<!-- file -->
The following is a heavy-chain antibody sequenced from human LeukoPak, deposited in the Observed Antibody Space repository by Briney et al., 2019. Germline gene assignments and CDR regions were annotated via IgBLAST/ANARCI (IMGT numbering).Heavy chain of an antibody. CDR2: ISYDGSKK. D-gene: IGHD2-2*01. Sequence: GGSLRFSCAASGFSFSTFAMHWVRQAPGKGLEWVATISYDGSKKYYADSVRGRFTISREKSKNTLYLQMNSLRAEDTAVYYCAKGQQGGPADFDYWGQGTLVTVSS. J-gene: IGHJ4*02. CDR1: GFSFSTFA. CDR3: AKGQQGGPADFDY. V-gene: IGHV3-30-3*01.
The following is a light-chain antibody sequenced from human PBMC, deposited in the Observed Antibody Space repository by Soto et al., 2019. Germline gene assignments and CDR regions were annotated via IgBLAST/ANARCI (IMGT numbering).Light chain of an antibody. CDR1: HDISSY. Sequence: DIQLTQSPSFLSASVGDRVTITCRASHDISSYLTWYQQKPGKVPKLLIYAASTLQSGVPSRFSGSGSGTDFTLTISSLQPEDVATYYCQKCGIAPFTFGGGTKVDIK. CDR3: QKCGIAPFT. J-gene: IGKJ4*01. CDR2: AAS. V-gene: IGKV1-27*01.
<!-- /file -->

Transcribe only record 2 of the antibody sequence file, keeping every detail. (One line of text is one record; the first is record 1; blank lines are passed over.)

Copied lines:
The following is a light-chain antibody sequenced from human PBMC, deposited in the Observed Antibody Space repository by Soto et al., 2019. Germline gene assignments and CDR regions were annotated via IgBLAST/ANARCI (IMGT numbering).Light chain of an antibody. CDR1: HDISSY. Sequence: DIQLTQSPSFLSASVGDRVTITCRASHDISSYLTWYQQKPGKVPKLLIYAASTLQSGVPSRFSGSGSGTDFTLTISSLQPEDVATYYCQKCGIAPFTFGGGTKVDIK. CDR3: QKCGIAPFT. J-gene: IGKJ4*01. CDR2: AAS. V-gene: IGKV1-27*01.